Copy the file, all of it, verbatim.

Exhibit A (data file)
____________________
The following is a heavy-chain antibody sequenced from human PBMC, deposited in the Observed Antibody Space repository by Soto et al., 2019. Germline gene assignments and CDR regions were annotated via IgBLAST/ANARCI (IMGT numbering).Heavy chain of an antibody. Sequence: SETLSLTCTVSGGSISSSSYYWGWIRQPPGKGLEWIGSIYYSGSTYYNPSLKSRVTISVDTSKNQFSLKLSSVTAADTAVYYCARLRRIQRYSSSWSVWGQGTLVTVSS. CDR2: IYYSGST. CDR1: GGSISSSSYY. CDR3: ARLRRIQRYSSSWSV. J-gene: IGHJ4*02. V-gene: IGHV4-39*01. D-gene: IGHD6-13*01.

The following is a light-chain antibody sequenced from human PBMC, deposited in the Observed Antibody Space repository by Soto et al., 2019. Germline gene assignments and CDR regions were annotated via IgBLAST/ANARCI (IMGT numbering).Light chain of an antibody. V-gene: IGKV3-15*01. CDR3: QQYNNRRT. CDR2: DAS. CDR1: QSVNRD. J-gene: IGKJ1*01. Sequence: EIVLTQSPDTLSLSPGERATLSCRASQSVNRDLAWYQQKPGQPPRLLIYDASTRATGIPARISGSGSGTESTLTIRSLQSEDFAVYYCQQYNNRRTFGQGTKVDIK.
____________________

The following is a heavy-chain antibody sequenced from human PBMC, deposited in the Observed Antibody Space repository by Soto et al., 2019. Germline gene assignments and CDR regions were annotated via IgBLAST/ANARCI (IMGT numbering).Heavy chain of an antibody. Sequence: SETLSLTCTVSGGSISSSSYYWGWIRQPPGKGLEWIGSIYYSGSTYYNPSLKSRVTISVDTSKNQFSLKLSSVTAADTAVYYCARLRRIQRYSSSWSVWGQGTLVTVSS. CDR2: IYYSGST. CDR1: GGSISSSSYY. CDR3: ARLRRIQRYSSSWSV. J-gene: IGHJ4*02. V-gene: IGHV4-39*01. D-gene: IGHD6-13*01.

The following is a light-chain antibody sequenced from human PBMC, deposited in the Observed Antibody Space repository by Soto et al., 2019. Germline gene assignments and CDR regions were annotated via IgBLAST/ANARCI (IMGT numbering).Light chain of an antibody. V-gene: IGKV3-15*01. CDR3: QQYNNRRT. CDR2: DAS. CDR1: QSVNRD. J-gene: IGKJ1*01. Sequence: EIVLTQSPDTLSLSPGERATLSCRASQSVNRDLAWYQQKPGQPPRLLIYDASTRATGIPARISGSGSGTESTLTIRSLQSEDFAVYYCQQYNNRRTFGQGTKVDIK.